Why is it that pierced ears are acceptable but a pierced nose gets you thrown out of school? Why is it OK for a 14-year-old Catholic girl to come to school with a streak of ashes on her forehead on Ash Wednesday, but if that same girl shows up with a tattoo the proverbial smelly stuff hits the fan?
And what if that girl happens to be a member of the Church of Body Modification (WARNING: Graphic images!), and the ACLU gets involved?
Well, it has churned up a big pile of religious mud that Christians would rather leave undisturbed. It shows just how much special treatment religions get in this country. We're OK when Christians get their holidays and rituals, but when some unconventional ("weirdo") religion come along with oddball beliefs and tries to claim the same privileges, everyone cries foul. The mainstream religions don't like it one bit.
"The purpose of my nose ring is, it makes me kind of feel whole," said Arianna Iacono, the girl at the center of the fuss. [Note: news articles spell her name "Ariana" and "Arianna."] The Church of Body Modification "represents a collection of members practicing ancient and modern body modification rites." And these aren't like the sailor tattoos on Uncle Joe's forearm. Their web site makes it clear they endorse some pretty strong stuff, including suspension, where people stick huge hooks into themselves and are hoisted into the air by their own skin.
But the principal of Arianna's school was having none of it. It seems the school district has some sort of religious test to ferret out the sincerity of students' beliefs, and the principal decided that Arianna wasn't sincere. Unfortunately, this put the school in the position of deciding whose religious beliefs are legitimate and whose are not.
You can sort of see their point. What's to keep anyone from violating every rule in the school by claiming it's part of some oddball religion you've never heard of? There'd be no discipline at all. You might be justified to suspect that the so-called "religions" are just a farce concocted to get around the rules.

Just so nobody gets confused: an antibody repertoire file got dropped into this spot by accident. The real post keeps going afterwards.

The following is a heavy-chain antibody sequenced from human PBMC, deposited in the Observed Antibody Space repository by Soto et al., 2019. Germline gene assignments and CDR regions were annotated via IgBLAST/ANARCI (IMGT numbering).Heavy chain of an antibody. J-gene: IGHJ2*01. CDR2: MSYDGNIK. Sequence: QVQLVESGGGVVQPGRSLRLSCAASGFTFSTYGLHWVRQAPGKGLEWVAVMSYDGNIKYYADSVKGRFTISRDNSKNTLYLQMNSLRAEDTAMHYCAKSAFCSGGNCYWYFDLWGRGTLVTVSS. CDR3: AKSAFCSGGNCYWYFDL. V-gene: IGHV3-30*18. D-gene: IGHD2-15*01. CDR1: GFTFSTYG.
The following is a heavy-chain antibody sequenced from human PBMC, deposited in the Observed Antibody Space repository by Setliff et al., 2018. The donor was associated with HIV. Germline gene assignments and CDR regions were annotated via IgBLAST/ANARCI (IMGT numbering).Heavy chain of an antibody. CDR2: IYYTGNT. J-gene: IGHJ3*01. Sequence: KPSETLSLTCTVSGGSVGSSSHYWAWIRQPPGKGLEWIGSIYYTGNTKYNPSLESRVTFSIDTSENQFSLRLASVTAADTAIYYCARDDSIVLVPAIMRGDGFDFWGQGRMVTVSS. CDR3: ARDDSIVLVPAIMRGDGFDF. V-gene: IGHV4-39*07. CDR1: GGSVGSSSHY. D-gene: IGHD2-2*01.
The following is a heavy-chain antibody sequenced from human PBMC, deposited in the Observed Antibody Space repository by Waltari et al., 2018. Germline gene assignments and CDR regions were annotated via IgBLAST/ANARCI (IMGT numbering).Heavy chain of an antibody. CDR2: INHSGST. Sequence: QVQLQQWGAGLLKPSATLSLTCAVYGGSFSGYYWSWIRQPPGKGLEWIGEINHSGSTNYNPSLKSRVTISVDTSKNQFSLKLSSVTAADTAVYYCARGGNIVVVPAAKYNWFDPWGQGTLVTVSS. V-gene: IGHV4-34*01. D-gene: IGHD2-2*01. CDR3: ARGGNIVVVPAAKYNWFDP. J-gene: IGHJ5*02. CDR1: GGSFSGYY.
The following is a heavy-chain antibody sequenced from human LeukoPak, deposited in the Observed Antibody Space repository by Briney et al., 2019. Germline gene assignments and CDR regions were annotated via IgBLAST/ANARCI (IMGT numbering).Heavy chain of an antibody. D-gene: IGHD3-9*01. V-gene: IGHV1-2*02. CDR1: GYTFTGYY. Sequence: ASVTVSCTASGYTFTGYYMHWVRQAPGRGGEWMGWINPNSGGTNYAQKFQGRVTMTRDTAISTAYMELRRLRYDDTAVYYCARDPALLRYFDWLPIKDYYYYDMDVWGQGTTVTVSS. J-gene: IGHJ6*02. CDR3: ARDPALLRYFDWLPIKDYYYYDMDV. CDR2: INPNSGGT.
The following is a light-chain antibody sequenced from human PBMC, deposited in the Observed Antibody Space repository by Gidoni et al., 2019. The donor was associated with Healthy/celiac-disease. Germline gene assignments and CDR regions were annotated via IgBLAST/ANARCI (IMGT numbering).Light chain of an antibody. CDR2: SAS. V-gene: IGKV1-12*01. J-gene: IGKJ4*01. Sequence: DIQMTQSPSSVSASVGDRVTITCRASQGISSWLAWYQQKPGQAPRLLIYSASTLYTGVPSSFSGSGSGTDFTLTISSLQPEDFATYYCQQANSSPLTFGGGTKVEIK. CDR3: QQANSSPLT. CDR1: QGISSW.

I'll tell you frankly that I dont' believe Arianna's religious sincerity. I suspect it's a farce, just like the principal said. But I also believe that all religious rituals are equally silly. They are ancient beliefs that have no place in a modern world of scientific discoveries and rational thought. To me, Christmas, Hannukah and Ramadan are no more or less silly than the Church of Body Modification. So I'm on her side. We either judge them all, or judge none.
Religions are protected by our Constitution, as they should be. But Christianity has had a monopoly in the United States for the past couple centuries, and people always assumed it would be that way. We all take Sundays off. Schools used to serve fish on Friday instead of red meat. Christmas is a national holiday, and priests can shield the confessions of thieves and murderers. Churches don't pay taxes.
Now the Christians have been hoist by their own petard. By accepting all of these special privileges, they are now forced to give the same Constitutional protection to everyone. That is what religious freedom is about.
You can't have it both ways. Either churches are exempt from normal rational analysis or they're not. Nobody can say that a cracker turns into Jesus' flesh, then in the next breath claim that body art isn't legitimate religion.